Christensen named to State Dept. post
Princeton NJ — The White House and the U.S. State Department have selected Thomas Christensen, Princeton professor of politics and international affairs, as deputy assistant secretary of state for East Asian and Pacific affairs with responsibility for China, Taiwan and Mongolia. Pending the appropriate clearances, he is scheduled to assume the office this summer.
Christensen’s research and teaching focus on international security, the international relations of East Asia and China’s foreign relations. Before arriving at Princeton in 2003, he taught at Cornell University and the Massachusetts Institute of Technology. He has consulted often for the U.S. government, and in 2002 was presented with a Distinguished Public Service Award by the U.S. State Department.
Jointly appointed to the Woodrow Wilson School of Public and International Affairs and Princeton’s politics department, Christensen would take a public service leave upon being confirmed and remain on the faculty.
“Simply as a citizen, I will sleep better knowing that Tom Christensen will have an important voice in shaping the nation’s China policy over the next few years,” commented Anne-Marie Slaughter, dean of the Woodrow Wilson School. “We will miss his contributions to the school as a teacher, colleague and friend. But we are proud that he has been selected for such a vital post, and we look forward to his return to campus upon the completion of his public service.”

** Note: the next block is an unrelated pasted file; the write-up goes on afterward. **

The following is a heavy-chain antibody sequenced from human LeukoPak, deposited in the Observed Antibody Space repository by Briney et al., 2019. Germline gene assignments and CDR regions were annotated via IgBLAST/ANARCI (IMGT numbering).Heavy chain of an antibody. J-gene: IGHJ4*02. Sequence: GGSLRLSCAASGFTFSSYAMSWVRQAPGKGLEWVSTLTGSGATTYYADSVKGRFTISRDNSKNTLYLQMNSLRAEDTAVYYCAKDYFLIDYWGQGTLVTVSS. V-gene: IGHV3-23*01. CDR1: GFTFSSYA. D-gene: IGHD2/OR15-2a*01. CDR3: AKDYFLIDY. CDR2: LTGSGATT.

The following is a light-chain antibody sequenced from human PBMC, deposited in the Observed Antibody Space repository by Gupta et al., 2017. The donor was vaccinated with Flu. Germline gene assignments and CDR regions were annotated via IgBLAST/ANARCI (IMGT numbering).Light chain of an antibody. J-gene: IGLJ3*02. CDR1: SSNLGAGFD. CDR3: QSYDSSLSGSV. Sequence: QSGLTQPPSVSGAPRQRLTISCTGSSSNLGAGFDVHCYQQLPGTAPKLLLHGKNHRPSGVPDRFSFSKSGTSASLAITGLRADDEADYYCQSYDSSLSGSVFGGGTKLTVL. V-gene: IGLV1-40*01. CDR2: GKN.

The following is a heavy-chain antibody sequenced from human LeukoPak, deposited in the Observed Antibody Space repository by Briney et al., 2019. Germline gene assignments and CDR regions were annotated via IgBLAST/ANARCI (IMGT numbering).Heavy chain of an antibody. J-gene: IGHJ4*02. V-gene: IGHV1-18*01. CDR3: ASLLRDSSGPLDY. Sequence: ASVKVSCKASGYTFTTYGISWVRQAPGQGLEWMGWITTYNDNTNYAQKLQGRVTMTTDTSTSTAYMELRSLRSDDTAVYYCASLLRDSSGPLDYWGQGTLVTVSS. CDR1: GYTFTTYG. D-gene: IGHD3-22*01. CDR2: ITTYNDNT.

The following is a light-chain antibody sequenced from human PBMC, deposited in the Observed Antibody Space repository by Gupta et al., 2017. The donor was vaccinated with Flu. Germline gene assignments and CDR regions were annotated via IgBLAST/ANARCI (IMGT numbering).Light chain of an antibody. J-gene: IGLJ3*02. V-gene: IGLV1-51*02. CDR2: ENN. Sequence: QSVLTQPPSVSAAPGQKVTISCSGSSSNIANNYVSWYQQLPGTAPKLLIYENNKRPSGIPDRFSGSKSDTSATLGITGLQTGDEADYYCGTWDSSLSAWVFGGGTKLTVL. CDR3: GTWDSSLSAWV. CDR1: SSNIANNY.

Other Woodrow Wilson School faculty who have taken public service leaves to join the U.S. government during the Bush administration include Professor of Politics and International Affairs Aaron Friedberg, who served as a deputy national security adviser to Vice President Dick Cheney from 2003 to 2005; Ambassador Robert Hutchings, who served as chair of the U.S. National Intelligence Council from 2003 to 2005; and recently appointed Federal Reserve Chair Ben Bernanke, who took a public service leave starting in 2002 to serve as a member of the Board of Governors of the Federal Reserve System and resigned from the faculty in 2005 to permanently join the government.
Christensen is the author of the book “Useful Adversaries: Grand Strategy, Domestic Mobilization and Sino-American Conflict, 1947-58” and has published numerous articles on U.S.-China relations and security issues in China and East Asia. He is the director of the China and the World Program at Princeton, a member of the board of directors of the National Committee on U.S.-China Relations and the recipient of several educational fellowships and grants for China and security studies.